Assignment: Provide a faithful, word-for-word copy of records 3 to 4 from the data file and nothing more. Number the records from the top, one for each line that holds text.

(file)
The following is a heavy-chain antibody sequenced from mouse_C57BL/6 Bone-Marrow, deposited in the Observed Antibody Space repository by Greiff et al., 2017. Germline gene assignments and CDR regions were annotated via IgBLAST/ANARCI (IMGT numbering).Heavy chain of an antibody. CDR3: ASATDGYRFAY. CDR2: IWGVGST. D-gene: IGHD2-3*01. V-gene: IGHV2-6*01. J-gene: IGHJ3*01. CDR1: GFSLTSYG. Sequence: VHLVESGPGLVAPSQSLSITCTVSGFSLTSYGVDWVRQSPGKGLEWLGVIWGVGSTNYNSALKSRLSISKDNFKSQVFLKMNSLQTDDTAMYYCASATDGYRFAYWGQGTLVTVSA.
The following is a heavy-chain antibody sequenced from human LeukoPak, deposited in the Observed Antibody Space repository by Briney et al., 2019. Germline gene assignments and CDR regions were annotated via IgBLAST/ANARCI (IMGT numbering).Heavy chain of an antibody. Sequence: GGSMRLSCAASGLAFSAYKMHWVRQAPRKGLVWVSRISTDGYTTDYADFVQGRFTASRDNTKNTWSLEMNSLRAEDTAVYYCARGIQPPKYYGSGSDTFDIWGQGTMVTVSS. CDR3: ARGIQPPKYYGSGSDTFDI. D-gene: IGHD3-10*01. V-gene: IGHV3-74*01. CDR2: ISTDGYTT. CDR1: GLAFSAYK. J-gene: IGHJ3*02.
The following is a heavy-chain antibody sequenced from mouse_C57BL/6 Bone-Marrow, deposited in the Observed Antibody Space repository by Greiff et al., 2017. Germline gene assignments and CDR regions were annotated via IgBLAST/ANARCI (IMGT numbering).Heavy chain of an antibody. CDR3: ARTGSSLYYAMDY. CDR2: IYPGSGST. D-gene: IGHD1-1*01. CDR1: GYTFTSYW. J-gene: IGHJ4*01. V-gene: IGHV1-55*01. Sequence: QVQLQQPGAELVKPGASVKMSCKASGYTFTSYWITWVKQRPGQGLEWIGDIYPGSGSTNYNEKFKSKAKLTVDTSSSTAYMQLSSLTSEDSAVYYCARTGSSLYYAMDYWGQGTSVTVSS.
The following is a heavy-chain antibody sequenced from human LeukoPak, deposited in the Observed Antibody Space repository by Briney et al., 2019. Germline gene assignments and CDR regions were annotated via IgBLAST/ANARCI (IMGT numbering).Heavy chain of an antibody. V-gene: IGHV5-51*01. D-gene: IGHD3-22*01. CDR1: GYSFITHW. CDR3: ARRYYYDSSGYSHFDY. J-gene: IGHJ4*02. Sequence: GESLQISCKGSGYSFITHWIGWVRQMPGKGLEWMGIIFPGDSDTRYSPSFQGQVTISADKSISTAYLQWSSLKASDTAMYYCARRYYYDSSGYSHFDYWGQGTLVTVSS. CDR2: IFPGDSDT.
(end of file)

The following is a heavy-chain antibody sequenced from mouse_C57BL/6 Bone-Marrow, deposited in the Observed Antibody Space repository by Greiff et al., 2017. Germline gene assignments and CDR regions were annotated via IgBLAST/ANARCI (IMGT numbering).Heavy chain of an antibody. CDR3: ARTGSSLYYAMDY. CDR2: IYPGSGST. D-gene: IGHD1-1*01. CDR1: GYTFTSYW. J-gene: IGHJ4*01. V-gene: IGHV1-55*01. Sequence: QVQLQQPGAELVKPGASVKMSCKASGYTFTSYWITWVKQRPGQGLEWIGDIYPGSGSTNYNEKFKSKAKLTVDTSSSTAYMQLSSLTSEDSAVYYCARTGSSLYYAMDYWGQGTSVTVSS.
The following is a heavy-chain antibody sequenced from human LeukoPak, deposited in the Observed Antibody Space repository by Briney et al., 2019. Germline gene assignments and CDR regions were annotated via IgBLAST/ANARCI (IMGT numbering).Heavy chain of an antibody. V-gene: IGHV5-51*01. D-gene: IGHD3-22*01. CDR1: GYSFITHW. CDR3: ARRYYYDSSGYSHFDY. J-gene: IGHJ4*02. Sequence: GESLQISCKGSGYSFITHWIGWVRQMPGKGLEWMGIIFPGDSDTRYSPSFQGQVTISADKSISTAYLQWSSLKASDTAMYYCARRYYYDSSGYSHFDYWGQGTLVTVSS. CDR2: IFPGDSDT.